The debate over how New York City should handle low-level marijuana offenses has evolved rapidly since I became Queens Borough president in 2014. That same year, Mayor Bill de Blasio—fresh into his first term—announced that the City of New York would no longer make arrests for the public possession of marijuana in small amounts.
Despite this positive step, these past four years have shown that we must go further to ensure that our city is equitable and sensible in how it enforces marijuana laws.
I thank the NYPD Commissioner for convening a 30-day Working Group to thoughtfully review the city’s marijuana enforcement policy. Once the Working Group reviews the relevant facts and data, I expect that it will conclude exactly what communities of color in New York already know: these laws overwhelmingly, disproportionately and negatively affect people of color in our city.
As an attorney by trade and a former member of the New York City Council and the New York State Assembly, I strongly value the principle of equal treatment under the law.
The city’s current marijuana enforcement policy, however, propagates unequal treatment within policing and our criminal justice system. It is inextricable from race.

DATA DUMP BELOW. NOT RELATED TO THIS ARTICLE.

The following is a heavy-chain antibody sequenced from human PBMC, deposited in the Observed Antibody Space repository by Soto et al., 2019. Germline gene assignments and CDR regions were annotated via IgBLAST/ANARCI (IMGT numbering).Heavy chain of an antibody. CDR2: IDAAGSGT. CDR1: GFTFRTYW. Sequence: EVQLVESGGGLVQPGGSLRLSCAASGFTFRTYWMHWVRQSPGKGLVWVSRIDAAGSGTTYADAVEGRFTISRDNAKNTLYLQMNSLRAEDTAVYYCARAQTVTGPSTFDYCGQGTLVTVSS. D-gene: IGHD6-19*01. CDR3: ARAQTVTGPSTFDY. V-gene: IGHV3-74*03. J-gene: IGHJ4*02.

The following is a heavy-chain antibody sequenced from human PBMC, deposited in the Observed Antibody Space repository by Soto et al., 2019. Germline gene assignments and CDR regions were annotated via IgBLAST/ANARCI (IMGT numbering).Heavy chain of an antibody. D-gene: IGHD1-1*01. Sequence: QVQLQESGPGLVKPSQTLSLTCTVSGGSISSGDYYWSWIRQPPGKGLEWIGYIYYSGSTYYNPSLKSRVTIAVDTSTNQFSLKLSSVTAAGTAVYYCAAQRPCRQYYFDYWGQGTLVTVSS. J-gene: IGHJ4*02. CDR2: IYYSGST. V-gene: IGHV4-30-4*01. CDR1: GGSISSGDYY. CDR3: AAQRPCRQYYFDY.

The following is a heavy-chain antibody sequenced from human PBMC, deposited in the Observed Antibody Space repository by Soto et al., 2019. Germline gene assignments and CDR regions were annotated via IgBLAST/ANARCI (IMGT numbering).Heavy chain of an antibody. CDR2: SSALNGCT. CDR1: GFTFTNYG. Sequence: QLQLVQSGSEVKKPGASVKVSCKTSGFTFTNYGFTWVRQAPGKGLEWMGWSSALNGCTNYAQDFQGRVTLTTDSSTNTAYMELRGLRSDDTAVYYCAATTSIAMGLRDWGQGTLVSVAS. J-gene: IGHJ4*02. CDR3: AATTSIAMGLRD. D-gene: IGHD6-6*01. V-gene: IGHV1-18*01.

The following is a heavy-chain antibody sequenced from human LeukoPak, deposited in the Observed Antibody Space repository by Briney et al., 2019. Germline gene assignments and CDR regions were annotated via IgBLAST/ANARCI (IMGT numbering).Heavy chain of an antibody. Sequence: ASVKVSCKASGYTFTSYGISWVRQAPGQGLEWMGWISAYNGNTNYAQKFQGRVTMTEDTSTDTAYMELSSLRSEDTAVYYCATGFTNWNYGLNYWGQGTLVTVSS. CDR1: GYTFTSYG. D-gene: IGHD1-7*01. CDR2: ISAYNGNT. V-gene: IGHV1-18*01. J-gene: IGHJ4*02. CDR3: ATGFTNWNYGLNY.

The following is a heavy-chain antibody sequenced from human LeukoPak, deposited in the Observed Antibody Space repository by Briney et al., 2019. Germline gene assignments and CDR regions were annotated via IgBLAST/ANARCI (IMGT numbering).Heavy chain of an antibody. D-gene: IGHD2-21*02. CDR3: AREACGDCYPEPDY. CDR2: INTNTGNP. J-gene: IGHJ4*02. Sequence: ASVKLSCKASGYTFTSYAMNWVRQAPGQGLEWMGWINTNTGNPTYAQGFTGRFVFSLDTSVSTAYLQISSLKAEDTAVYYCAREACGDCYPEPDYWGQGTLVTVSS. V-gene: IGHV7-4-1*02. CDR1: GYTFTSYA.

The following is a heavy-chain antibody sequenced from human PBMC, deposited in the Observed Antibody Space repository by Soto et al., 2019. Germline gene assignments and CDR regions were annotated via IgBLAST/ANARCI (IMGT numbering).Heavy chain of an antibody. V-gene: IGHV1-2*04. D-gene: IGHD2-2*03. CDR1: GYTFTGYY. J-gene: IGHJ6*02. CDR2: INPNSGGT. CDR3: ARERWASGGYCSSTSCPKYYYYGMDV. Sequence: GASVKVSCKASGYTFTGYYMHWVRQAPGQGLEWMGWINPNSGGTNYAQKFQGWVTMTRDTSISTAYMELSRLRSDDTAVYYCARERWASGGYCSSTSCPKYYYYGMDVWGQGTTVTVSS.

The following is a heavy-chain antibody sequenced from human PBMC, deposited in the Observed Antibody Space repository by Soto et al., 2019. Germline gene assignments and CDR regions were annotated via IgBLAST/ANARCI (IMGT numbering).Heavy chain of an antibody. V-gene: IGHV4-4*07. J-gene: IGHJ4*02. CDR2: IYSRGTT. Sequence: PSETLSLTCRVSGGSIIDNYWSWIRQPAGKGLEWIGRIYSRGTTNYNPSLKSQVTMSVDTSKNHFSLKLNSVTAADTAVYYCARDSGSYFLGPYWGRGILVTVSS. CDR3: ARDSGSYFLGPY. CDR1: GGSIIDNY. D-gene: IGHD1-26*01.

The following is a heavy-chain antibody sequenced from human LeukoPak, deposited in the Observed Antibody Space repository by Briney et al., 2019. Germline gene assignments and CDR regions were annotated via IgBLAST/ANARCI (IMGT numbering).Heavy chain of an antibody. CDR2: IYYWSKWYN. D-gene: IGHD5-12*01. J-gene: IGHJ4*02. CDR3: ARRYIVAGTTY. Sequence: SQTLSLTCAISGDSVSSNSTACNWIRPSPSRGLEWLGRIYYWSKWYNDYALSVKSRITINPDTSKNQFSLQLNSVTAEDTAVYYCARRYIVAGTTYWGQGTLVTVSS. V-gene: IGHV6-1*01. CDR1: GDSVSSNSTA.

Studies have demonstrated that white people and people of color use marijuana at roughly the same rate. Yet, according to recently-published statistics, Black New Yorkers were arrested at eight times the rate of white, non-Hispanic New Yorkers over the past three years in our city. Latino New Yorkers were arrested at five times the rate of whites.
The unfairness is difficult to deny.
These persistent disparities are particularly profound in Queens, the city’s most diverse borough, where racial demographics—and marijuana arrests—can vary significantly from precinct to precinct. That cannot continue.
Our city is at an inflection point when it comes to marijuana. This moment warrants bold and unambiguous action from policymakers.
I am pleased to hear that some of our city’s district attorneys are planning to cease prosecutions for low-level offenses. Others appear to be waiting for clear guidance from the Working Group.
There is, however, growing public consensus on the issue: the city’s current policy is inequitably enforced and unnecessary for public safety.
The findings and recommendations of the Working Group will be important steps in the necessary path toward responsible decriminalization and potential legalization and regulation.
In the interest of justice and public trust, the city should no longer make arrests for low-level marijuana offenses.